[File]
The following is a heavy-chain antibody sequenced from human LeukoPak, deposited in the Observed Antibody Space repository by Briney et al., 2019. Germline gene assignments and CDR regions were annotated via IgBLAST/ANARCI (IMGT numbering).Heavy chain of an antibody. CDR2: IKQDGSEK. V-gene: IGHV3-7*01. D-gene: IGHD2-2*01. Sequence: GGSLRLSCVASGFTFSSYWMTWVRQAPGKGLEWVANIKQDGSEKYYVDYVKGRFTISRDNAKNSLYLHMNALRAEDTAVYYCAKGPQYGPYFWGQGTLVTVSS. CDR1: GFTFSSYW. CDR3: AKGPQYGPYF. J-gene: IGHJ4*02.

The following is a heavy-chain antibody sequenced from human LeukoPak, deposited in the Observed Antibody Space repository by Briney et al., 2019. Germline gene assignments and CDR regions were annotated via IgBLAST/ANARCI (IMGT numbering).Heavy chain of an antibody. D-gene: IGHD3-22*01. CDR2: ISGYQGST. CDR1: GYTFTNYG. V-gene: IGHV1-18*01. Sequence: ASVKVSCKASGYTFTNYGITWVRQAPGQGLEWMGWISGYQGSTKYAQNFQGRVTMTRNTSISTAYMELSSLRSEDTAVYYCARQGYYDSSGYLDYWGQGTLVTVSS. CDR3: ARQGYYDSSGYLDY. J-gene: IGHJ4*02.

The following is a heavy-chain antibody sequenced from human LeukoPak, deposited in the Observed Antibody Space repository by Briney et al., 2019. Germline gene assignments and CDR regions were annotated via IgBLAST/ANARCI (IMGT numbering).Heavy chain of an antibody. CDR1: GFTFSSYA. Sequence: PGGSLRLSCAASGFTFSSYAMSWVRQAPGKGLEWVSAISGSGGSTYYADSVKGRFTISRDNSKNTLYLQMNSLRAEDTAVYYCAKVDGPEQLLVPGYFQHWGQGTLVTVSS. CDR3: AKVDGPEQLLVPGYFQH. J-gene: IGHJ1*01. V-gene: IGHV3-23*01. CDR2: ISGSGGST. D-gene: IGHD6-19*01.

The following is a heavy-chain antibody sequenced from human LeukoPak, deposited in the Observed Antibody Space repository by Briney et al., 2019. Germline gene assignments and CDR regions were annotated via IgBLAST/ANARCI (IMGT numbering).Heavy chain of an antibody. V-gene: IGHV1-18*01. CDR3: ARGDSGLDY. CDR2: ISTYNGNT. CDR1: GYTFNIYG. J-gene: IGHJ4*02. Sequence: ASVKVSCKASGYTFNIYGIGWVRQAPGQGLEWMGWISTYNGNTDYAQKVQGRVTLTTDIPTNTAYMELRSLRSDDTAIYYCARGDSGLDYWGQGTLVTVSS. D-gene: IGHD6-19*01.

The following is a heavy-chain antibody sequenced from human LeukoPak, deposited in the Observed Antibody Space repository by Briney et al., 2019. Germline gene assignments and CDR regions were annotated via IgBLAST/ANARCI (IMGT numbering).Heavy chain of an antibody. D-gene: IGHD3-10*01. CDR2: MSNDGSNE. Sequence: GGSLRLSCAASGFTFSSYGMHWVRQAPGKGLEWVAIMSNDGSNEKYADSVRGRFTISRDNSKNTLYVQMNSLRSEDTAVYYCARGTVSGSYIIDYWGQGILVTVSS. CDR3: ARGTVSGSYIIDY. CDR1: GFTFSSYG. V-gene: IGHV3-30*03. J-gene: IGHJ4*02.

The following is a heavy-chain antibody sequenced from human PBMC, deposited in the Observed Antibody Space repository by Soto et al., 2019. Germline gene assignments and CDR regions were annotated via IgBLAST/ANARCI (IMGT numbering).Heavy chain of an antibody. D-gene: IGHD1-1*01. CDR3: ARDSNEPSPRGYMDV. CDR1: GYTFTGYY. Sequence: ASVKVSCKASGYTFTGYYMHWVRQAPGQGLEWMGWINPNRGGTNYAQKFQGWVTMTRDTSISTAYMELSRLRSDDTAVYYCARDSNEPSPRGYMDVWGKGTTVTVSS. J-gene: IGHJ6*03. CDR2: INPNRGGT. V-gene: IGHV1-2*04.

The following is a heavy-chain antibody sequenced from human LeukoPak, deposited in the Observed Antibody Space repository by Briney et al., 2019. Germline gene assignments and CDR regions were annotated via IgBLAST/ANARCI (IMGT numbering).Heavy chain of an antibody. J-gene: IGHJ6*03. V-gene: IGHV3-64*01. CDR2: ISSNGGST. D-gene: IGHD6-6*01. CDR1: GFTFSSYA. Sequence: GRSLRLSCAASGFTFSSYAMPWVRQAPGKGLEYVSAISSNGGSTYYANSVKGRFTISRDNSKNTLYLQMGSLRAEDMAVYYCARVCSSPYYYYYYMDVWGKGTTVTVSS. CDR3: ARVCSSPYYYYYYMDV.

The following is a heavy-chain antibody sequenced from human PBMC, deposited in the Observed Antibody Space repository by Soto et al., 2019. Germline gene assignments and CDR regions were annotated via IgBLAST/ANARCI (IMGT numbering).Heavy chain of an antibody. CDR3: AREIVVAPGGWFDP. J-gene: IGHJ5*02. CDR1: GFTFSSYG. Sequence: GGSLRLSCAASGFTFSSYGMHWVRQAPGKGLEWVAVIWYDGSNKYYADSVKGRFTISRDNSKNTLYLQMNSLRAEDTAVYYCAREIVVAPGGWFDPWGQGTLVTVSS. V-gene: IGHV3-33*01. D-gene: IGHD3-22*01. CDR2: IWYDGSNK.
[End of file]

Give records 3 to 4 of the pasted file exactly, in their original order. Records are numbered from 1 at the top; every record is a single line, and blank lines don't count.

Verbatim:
The following is a heavy-chain antibody sequenced from human LeukoPak, deposited in the Observed Antibody Space repository by Briney et al., 2019. Germline gene assignments and CDR regions were annotated via IgBLAST/ANARCI (IMGT numbering).Heavy chain of an antibody. CDR1: GFTFSSYA. Sequence: PGGSLRLSCAASGFTFSSYAMSWVRQAPGKGLEWVSAISGSGGSTYYADSVKGRFTISRDNSKNTLYLQMNSLRAEDTAVYYCAKVDGPEQLLVPGYFQHWGQGTLVTVSS. CDR3: AKVDGPEQLLVPGYFQH. J-gene: IGHJ1*01. V-gene: IGHV3-23*01. CDR2: ISGSGGST. D-gene: IGHD6-19*01.

The following is a heavy-chain antibody sequenced from human LeukoPak, deposited in the Observed Antibody Space repository by Briney et al., 2019. Germline gene assignments and CDR regions were annotated via IgBLAST/ANARCI (IMGT numbering).Heavy chain of an antibody. V-gene: IGHV1-18*01. CDR3: ARGDSGLDY. CDR2: ISTYNGNT. CDR1: GYTFNIYG. J-gene: IGHJ4*02. Sequence: ASVKVSCKASGYTFNIYGIGWVRQAPGQGLEWMGWISTYNGNTDYAQKVQGRVTLTTDIPTNTAYMELRSLRSDDTAIYYCARGDSGLDYWGQGTLVTVSS. D-gene: IGHD6-19*01.